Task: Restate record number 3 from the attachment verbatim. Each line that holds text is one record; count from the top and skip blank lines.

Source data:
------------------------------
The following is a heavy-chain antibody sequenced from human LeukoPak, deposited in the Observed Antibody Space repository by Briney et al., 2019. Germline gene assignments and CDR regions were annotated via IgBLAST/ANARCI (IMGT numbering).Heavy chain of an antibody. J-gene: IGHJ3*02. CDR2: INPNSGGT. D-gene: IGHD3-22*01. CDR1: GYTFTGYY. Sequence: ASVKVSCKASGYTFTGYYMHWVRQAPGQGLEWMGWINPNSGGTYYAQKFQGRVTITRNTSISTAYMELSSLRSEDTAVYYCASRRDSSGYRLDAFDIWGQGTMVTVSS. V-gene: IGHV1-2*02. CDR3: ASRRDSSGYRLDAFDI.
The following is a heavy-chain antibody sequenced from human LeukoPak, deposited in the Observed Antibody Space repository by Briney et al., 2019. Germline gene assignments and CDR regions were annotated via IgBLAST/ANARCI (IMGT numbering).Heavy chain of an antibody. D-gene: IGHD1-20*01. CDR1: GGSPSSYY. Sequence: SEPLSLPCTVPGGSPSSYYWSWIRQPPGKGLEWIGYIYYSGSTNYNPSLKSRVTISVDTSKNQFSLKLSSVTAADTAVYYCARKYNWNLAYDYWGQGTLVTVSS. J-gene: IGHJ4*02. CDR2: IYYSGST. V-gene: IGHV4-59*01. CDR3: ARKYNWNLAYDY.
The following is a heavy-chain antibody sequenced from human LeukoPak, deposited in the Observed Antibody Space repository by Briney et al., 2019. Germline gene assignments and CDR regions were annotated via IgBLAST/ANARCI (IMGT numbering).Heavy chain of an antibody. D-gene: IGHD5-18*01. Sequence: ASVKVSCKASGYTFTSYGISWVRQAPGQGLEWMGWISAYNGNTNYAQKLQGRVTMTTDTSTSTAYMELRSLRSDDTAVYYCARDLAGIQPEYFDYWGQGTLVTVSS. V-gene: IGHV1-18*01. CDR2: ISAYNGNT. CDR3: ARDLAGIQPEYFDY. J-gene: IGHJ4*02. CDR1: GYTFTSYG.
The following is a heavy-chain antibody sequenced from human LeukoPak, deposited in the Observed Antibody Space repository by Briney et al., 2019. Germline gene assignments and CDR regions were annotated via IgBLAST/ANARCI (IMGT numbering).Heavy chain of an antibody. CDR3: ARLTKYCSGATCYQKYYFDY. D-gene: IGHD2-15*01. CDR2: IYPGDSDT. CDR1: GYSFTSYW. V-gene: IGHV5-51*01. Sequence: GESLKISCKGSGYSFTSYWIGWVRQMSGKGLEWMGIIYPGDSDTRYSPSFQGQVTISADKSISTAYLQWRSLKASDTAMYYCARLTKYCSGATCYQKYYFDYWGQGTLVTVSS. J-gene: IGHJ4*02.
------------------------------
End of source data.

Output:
The following is a heavy-chain antibody sequenced from human LeukoPak, deposited in the Observed Antibody Space repository by Briney et al., 2019. Germline gene assignments and CDR regions were annotated via IgBLAST/ANARCI (IMGT numbering).Heavy chain of an antibody. D-gene: IGHD5-18*01. Sequence: ASVKVSCKASGYTFTSYGISWVRQAPGQGLEWMGWISAYNGNTNYAQKLQGRVTMTTDTSTSTAYMELRSLRSDDTAVYYCARDLAGIQPEYFDYWGQGTLVTVSS. V-gene: IGHV1-18*01. CDR2: ISAYNGNT. CDR3: ARDLAGIQPEYFDY. J-gene: IGHJ4*02. CDR1: GYTFTSYG.